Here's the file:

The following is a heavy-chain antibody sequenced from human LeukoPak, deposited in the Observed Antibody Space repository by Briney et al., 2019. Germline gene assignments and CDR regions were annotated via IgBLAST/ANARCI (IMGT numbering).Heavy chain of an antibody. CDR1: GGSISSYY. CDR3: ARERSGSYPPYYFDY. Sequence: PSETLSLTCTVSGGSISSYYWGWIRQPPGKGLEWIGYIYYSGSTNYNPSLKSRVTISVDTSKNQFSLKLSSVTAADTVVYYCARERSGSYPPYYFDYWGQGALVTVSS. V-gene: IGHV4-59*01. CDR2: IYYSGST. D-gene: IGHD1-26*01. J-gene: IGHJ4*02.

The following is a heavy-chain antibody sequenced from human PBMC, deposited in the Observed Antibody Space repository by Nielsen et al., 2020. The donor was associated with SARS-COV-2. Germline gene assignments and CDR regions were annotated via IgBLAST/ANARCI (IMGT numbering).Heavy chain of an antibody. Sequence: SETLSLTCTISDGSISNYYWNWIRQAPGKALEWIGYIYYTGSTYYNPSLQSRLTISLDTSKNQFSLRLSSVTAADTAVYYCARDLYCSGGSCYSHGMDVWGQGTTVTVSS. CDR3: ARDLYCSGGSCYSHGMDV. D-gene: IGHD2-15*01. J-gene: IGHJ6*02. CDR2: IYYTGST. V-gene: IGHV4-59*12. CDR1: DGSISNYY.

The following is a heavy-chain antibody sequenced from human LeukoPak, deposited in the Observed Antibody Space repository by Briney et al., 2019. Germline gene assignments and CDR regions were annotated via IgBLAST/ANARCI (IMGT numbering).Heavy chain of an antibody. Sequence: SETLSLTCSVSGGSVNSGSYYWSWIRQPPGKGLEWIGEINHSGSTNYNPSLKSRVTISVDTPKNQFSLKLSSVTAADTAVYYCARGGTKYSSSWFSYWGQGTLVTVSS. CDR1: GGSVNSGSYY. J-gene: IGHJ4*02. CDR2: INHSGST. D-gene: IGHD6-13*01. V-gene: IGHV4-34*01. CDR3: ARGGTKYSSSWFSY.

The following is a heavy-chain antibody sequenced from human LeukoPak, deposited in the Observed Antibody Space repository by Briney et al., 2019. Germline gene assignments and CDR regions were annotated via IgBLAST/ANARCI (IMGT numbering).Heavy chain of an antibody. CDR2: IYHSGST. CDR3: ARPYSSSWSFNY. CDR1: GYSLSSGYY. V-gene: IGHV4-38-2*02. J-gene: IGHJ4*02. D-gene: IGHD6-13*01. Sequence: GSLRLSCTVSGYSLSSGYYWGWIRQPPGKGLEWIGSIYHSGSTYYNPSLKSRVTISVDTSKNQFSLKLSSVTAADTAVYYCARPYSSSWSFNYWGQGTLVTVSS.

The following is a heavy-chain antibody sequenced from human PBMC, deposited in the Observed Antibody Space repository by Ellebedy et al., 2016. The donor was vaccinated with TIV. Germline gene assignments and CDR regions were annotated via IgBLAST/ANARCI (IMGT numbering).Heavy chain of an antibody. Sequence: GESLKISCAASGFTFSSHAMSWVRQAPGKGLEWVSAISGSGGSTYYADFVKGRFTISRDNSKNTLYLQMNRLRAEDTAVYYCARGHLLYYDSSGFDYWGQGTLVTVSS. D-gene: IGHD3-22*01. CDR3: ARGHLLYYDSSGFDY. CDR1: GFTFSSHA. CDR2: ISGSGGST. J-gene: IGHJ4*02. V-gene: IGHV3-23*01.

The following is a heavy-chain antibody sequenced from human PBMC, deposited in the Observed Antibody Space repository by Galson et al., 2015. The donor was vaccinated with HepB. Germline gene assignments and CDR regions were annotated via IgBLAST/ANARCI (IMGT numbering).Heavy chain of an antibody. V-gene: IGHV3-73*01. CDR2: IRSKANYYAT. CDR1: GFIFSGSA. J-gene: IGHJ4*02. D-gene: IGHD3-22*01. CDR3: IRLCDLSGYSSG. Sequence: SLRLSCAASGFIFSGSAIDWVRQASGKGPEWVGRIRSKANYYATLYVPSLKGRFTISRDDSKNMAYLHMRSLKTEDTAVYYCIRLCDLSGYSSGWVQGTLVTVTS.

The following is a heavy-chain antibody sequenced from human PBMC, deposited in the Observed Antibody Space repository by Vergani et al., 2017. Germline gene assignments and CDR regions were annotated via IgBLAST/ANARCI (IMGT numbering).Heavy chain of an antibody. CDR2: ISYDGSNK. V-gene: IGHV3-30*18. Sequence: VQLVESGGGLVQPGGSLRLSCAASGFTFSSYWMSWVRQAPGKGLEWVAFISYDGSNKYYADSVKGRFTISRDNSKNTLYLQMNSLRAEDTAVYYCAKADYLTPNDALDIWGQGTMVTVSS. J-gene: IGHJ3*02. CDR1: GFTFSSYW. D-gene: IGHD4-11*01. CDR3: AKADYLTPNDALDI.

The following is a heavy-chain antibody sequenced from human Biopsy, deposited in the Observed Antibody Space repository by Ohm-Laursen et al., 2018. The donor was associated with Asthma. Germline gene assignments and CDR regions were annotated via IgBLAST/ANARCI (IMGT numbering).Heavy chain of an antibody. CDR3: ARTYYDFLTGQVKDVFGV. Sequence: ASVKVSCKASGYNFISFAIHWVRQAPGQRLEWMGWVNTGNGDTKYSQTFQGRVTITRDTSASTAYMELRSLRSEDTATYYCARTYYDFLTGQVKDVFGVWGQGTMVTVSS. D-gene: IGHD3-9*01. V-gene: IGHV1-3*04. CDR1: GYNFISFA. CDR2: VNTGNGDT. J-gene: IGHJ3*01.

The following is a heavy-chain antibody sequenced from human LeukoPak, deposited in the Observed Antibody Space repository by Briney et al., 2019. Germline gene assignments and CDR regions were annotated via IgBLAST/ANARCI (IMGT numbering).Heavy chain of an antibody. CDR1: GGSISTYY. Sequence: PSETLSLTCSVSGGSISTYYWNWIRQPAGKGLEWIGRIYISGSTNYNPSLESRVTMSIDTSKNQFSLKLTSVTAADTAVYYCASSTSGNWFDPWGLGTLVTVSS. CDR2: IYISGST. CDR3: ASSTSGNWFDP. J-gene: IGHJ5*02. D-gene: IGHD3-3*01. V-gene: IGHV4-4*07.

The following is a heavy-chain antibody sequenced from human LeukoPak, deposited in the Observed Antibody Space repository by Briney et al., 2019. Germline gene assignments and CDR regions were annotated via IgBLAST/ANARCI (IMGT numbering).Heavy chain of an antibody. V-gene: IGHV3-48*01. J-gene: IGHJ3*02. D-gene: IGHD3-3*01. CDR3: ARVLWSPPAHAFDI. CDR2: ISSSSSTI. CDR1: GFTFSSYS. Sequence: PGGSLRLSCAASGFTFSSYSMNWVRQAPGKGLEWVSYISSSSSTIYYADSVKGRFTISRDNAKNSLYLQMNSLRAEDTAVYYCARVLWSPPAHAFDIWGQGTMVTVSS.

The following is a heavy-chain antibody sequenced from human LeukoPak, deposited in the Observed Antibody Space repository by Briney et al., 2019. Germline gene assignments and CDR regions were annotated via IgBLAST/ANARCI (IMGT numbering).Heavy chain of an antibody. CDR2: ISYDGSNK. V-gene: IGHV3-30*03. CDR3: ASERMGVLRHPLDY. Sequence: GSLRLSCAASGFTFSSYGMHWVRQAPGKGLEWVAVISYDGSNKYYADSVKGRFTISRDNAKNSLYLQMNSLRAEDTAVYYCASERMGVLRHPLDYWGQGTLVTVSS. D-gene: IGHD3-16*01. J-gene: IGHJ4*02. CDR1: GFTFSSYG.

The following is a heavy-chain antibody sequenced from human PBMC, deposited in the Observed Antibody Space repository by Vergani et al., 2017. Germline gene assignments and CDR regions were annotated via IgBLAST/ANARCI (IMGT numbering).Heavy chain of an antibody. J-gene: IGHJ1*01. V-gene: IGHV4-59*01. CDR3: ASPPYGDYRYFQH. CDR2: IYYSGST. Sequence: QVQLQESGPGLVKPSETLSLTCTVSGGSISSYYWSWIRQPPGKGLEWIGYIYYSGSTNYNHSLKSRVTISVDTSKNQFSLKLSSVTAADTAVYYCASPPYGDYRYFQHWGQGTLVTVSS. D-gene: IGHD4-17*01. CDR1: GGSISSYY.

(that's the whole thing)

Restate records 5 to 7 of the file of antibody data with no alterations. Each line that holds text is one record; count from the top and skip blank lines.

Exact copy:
The following is a heavy-chain antibody sequenced from human PBMC, deposited in the Observed Antibody Space repository by Ellebedy et al., 2016. The donor was vaccinated with TIV. Germline gene assignments and CDR regions were annotated via IgBLAST/ANARCI (IMGT numbering).Heavy chain of an antibody. Sequence: GESLKISCAASGFTFSSHAMSWVRQAPGKGLEWVSAISGSGGSTYYADFVKGRFTISRDNSKNTLYLQMNRLRAEDTAVYYCARGHLLYYDSSGFDYWGQGTLVTVSS. D-gene: IGHD3-22*01. CDR3: ARGHLLYYDSSGFDY. CDR1: GFTFSSHA. CDR2: ISGSGGST. J-gene: IGHJ4*02. V-gene: IGHV3-23*01.

The following is a heavy-chain antibody sequenced from human PBMC, deposited in the Observed Antibody Space repository by Galson et al., 2015. The donor was vaccinated with HepB. Germline gene assignments and CDR regions were annotated via IgBLAST/ANARCI (IMGT numbering).Heavy chain of an antibody. V-gene: IGHV3-73*01. CDR2: IRSKANYYAT. CDR1: GFIFSGSA. J-gene: IGHJ4*02. D-gene: IGHD3-22*01. CDR3: IRLCDLSGYSSG. Sequence: SLRLSCAASGFIFSGSAIDWVRQASGKGPEWVGRIRSKANYYATLYVPSLKGRFTISRDDSKNMAYLHMRSLKTEDTAVYYCIRLCDLSGYSSGWVQGTLVTVTS.

The following is a heavy-chain antibody sequenced from human PBMC, deposited in the Observed Antibody Space repository by Vergani et al., 2017. Germline gene assignments and CDR regions were annotated via IgBLAST/ANARCI (IMGT numbering).Heavy chain of an antibody. CDR2: ISYDGSNK. V-gene: IGHV3-30*18. Sequence: VQLVESGGGLVQPGGSLRLSCAASGFTFSSYWMSWVRQAPGKGLEWVAFISYDGSNKYYADSVKGRFTISRDNSKNTLYLQMNSLRAEDTAVYYCAKADYLTPNDALDIWGQGTMVTVSS. J-gene: IGHJ3*02. CDR1: GFTFSSYW. D-gene: IGHD4-11*01. CDR3: AKADYLTPNDALDI.